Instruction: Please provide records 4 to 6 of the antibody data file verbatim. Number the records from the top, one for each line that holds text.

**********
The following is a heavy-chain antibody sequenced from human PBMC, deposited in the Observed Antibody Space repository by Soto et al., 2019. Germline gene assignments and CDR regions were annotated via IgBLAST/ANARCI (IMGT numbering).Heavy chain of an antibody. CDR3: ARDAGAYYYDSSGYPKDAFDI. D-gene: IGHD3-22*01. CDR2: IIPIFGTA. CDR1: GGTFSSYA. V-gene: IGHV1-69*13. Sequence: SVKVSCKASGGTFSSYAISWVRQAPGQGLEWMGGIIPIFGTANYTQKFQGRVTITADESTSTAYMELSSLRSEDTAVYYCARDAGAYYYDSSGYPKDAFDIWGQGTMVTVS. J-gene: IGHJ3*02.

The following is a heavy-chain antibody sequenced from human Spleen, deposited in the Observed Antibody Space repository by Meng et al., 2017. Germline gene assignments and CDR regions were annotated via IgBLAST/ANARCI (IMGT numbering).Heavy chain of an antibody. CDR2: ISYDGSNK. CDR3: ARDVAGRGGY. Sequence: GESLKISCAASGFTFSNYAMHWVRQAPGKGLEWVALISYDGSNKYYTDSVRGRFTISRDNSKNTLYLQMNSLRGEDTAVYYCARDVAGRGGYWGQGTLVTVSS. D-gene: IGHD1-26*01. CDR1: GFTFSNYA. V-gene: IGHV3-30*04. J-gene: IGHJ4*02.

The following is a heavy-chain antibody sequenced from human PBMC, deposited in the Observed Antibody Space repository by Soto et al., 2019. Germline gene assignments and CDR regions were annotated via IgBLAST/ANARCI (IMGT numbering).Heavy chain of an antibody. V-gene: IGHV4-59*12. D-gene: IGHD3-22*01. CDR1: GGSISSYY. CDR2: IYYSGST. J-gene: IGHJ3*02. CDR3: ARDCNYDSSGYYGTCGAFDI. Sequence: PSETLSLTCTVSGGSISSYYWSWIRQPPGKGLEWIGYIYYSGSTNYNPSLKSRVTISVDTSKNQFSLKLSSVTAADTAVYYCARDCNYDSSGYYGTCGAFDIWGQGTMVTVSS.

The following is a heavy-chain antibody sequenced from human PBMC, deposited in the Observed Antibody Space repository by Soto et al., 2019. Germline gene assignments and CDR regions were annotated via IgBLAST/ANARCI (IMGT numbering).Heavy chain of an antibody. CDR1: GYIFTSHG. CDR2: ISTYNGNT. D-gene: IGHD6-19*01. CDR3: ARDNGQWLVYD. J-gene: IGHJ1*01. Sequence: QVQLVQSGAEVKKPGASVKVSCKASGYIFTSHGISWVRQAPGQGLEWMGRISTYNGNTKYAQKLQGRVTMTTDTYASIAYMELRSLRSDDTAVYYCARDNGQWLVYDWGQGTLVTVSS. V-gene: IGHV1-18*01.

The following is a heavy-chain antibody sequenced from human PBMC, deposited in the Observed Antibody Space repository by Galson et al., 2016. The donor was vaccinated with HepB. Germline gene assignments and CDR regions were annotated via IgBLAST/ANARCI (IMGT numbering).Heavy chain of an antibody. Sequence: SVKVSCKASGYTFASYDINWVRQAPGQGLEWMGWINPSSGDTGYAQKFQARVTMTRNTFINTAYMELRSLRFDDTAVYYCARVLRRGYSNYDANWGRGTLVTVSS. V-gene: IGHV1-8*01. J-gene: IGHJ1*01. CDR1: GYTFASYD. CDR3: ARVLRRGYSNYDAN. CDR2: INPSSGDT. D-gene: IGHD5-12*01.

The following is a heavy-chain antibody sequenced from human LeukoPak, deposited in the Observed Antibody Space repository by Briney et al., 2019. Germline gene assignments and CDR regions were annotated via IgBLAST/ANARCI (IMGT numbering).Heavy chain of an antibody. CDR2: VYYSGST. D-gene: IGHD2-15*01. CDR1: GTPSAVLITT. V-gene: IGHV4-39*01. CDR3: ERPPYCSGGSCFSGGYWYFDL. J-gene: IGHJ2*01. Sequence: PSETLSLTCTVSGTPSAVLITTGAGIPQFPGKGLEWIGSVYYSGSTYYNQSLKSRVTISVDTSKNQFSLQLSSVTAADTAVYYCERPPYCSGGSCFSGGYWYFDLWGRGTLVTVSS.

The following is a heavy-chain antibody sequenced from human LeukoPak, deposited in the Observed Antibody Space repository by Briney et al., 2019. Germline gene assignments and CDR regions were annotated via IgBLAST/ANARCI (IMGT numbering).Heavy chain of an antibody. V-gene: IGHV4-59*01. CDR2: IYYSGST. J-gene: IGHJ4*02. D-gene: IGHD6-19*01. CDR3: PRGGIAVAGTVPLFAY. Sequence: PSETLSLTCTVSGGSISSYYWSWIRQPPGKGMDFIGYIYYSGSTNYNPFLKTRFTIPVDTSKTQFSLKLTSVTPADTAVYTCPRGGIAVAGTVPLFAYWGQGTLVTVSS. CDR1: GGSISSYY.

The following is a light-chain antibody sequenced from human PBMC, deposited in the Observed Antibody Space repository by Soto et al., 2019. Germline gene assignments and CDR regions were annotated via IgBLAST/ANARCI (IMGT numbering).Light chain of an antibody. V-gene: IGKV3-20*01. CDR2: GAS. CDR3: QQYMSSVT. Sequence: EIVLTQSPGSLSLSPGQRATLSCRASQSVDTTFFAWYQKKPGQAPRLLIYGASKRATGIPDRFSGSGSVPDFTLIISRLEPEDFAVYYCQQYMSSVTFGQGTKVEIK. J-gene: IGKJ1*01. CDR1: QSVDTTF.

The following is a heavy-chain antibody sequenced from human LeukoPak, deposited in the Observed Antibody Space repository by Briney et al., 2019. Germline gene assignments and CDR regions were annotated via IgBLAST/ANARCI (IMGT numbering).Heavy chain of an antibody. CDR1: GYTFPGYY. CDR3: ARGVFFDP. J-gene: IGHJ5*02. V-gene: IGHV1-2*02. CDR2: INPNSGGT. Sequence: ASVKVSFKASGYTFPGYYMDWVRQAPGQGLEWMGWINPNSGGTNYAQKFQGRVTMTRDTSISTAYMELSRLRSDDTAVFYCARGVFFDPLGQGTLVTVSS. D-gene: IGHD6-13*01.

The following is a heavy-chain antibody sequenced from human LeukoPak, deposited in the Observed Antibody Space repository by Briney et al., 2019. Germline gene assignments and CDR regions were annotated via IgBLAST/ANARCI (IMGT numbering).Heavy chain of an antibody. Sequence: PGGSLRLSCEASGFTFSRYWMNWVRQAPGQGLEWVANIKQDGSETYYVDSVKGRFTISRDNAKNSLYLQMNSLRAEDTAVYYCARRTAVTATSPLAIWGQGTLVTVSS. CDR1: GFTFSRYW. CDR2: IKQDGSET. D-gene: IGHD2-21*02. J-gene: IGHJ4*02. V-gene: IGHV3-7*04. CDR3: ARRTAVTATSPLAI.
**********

The following is a heavy-chain antibody sequenced from human PBMC, deposited in the Observed Antibody Space repository by Soto et al., 2019. Germline gene assignments and CDR regions were annotated via IgBLAST/ANARCI (IMGT numbering).Heavy chain of an antibody. CDR1: GYIFTSHG. CDR2: ISTYNGNT. D-gene: IGHD6-19*01. CDR3: ARDNGQWLVYD. J-gene: IGHJ1*01. Sequence: QVQLVQSGAEVKKPGASVKVSCKASGYIFTSHGISWVRQAPGQGLEWMGRISTYNGNTKYAQKLQGRVTMTTDTYASIAYMELRSLRSDDTAVYYCARDNGQWLVYDWGQGTLVTVSS. V-gene: IGHV1-18*01.

The following is a heavy-chain antibody sequenced from human PBMC, deposited in the Observed Antibody Space repository by Galson et al., 2016. The donor was vaccinated with HepB. Germline gene assignments and CDR regions were annotated via IgBLAST/ANARCI (IMGT numbering).Heavy chain of an antibody. Sequence: SVKVSCKASGYTFASYDINWVRQAPGQGLEWMGWINPSSGDTGYAQKFQARVTMTRNTFINTAYMELRSLRFDDTAVYYCARVLRRGYSNYDANWGRGTLVTVSS. V-gene: IGHV1-8*01. J-gene: IGHJ1*01. CDR1: GYTFASYD. CDR3: ARVLRRGYSNYDAN. CDR2: INPSSGDT. D-gene: IGHD5-12*01.

The following is a heavy-chain antibody sequenced from human LeukoPak, deposited in the Observed Antibody Space repository by Briney et al., 2019. Germline gene assignments and CDR regions were annotated via IgBLAST/ANARCI (IMGT numbering).Heavy chain of an antibody. CDR2: VYYSGST. D-gene: IGHD2-15*01. CDR1: GTPSAVLITT. V-gene: IGHV4-39*01. CDR3: ERPPYCSGGSCFSGGYWYFDL. J-gene: IGHJ2*01. Sequence: PSETLSLTCTVSGTPSAVLITTGAGIPQFPGKGLEWIGSVYYSGSTYYNQSLKSRVTISVDTSKNQFSLQLSSVTAADTAVYYCERPPYCSGGSCFSGGYWYFDLWGRGTLVTVSS.